Wallpaper your ceiling

Adding a pattern to the ceiling gives "an unexpected wow factor when you walk into the room," says Johnson, who favors a wallpaper with a shimmer or texture that contrasts with the walls.

Proxmire has used the same wallpaper on all four walls and the ceiling — but if you go this route, you'll have to be careful about selecting a pattern. Some designs — such as abstract or geometric prints, or cloud motifs — are more forgiving than others. That way, if it's not possible to exactly match up the pattern where the walls and ceiling meet, no one will ever notice.

Joanne Rodríguez, principal at Joanne Rodríguez Interior Design in Washington, D.C., dodges that hurdle by using two different, complementary wallpapers. For example, she might use a large-scale floral print on the walls, and find a diamond or square pattern in the same color palette "that coordinates with it."

Keep in mind that how you orient a pattern matters. If you've got a striped wallpaper on a ceiling in a long room, for instance, you'd want the stripes to be perpendicular to the long wall "to balance out that elongated-ness of the room," Almonte says.

Wooden slats can work with a variety of architectural styles, depending on your treatment of the wood.
Wooden slats can work with a variety of architectural styles, depending on your treatment of the wood.

Liz Johnson Design Studio

Install ceiling tiles or slatted wood

In an older house, ceiling tiles can enhance a vintage look. They're often made of tin, mica or copper, and come in a variety of colors. "It can be a budget buster, but it's gorgeous," says Rodríguez. Just make sure you use tiles specifically designed for the ceiling, because they're lightweight.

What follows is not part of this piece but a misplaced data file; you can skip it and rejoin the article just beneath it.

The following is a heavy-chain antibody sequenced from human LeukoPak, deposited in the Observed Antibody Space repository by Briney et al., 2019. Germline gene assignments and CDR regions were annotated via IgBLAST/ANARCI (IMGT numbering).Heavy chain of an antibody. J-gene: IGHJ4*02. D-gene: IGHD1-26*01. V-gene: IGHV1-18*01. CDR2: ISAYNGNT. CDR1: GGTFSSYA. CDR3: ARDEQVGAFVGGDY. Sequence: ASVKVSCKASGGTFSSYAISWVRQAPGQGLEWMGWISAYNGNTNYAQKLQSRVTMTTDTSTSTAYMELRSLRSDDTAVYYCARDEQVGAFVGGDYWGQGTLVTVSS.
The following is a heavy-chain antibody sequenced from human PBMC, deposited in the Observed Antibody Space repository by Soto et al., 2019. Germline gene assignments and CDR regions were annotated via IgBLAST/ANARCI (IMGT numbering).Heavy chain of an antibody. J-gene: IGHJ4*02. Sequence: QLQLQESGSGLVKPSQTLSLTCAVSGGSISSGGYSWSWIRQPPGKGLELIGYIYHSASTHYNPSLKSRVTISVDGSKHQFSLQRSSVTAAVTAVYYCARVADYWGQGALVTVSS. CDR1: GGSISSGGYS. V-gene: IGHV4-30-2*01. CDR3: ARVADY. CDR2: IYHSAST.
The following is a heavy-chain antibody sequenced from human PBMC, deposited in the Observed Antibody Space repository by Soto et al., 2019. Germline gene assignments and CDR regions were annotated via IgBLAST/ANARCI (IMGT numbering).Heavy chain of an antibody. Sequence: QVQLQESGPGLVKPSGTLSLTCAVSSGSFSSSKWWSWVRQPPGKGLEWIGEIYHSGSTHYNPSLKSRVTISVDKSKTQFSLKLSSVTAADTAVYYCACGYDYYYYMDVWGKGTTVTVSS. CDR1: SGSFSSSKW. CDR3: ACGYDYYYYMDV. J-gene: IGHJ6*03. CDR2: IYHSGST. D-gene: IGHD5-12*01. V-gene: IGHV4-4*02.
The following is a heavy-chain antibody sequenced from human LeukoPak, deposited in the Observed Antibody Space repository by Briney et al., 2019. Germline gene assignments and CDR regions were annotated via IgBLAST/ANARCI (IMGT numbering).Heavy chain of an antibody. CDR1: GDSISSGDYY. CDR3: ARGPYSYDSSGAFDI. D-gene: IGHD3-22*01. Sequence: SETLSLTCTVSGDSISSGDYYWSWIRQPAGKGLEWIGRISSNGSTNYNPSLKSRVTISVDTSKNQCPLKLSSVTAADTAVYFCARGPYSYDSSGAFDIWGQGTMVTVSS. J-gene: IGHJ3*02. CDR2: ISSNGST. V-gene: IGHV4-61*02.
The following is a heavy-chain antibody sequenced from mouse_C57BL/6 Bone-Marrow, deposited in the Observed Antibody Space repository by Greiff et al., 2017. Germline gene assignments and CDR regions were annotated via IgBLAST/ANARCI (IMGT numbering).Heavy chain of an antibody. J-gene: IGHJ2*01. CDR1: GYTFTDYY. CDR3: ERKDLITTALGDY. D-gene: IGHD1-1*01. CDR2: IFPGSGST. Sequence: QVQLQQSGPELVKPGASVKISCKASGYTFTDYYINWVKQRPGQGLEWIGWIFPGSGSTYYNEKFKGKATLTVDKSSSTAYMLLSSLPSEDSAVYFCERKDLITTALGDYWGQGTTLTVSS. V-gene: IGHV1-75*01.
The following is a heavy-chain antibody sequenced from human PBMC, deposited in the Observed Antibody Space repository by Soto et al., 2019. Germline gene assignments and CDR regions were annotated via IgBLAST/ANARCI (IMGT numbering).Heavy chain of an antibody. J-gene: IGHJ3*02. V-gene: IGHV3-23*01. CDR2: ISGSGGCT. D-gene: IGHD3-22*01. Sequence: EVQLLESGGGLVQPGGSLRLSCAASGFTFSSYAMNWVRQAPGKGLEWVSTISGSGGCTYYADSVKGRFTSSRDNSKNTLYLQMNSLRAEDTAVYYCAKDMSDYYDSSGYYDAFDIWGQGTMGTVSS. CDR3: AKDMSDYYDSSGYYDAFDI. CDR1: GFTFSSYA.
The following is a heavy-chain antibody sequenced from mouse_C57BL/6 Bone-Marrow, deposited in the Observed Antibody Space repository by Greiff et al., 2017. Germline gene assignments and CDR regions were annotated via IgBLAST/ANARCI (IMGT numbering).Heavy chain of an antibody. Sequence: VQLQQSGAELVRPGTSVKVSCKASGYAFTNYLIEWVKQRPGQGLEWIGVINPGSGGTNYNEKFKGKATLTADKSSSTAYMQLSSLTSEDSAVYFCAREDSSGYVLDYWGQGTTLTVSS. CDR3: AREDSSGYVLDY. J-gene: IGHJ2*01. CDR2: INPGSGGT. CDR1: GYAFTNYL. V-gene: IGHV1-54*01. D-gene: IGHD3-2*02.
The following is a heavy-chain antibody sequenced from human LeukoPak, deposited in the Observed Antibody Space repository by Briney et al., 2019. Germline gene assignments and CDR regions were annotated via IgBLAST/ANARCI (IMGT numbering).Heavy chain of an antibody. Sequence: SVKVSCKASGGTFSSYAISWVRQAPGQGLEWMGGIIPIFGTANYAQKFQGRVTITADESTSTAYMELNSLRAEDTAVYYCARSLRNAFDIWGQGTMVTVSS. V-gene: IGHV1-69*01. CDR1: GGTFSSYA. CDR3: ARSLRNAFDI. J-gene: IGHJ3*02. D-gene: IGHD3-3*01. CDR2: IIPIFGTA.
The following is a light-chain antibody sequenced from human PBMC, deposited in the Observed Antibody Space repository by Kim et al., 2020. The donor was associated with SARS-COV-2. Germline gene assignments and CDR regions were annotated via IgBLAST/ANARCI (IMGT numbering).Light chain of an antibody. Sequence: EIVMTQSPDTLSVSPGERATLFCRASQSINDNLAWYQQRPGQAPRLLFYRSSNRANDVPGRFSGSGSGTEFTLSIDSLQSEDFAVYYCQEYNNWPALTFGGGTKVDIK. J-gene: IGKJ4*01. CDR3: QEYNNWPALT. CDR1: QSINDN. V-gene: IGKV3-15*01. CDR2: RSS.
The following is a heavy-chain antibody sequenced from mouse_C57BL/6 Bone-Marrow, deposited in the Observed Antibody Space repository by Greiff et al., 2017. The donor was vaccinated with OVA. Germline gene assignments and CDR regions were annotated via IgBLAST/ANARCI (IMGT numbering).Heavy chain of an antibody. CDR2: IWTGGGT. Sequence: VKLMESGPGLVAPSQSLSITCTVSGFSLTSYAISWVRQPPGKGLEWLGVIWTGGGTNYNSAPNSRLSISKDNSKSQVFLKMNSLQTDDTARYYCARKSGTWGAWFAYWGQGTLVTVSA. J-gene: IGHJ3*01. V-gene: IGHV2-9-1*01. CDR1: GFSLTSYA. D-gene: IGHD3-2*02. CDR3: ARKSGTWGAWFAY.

Installing wooden slats on the ceiling, Whiteside says, makes "such a statement and it lends well to a ton of styles," depending on the wood you select. Beadboard, for instance, gives a French country or shabby chic look. Lighter wood might skew organic-modern, while a darker stain creates an industrial vibe.

An experienced DIYer could pull off either of these projects with the right tools. But if you're unsure of your abilities, it's probably best to hire a professional.

Install molding or ceiling medallions

When applied correctly, molding and ceiling medallions can look like they've been part of a home since it was built.

"I love to have fun with the molding," Dazey says. "It's just such a fun way to add what seems like architectural significance when it's really just a piece of wood attached to the wall."

She describes the installation process as "very easy" as long as you have some basic woodworking skills. And the supplies can be procured from any big-box hardware store.

Simpler moldings with fewer layers will work better in a room with low ceilings, while you can go for something larger or more extravagant in a space with higher ceilings.

Dazey is also a big fan of the ceiling medallion — an architectural flourish that gets installed around light fixtures: "It can make a blank-box room look like it's charming and like it was built that way."

Putting one up "is an afternoon project," Whiteside says.

Wood versions require nails, but foam or plastic-composite medallions are lightweight enough that you can stick them to the ceiling with adhesive. Whatever material you use, you'll want to caulk around the edges "because it'll never look finished until you do," Whiteside says.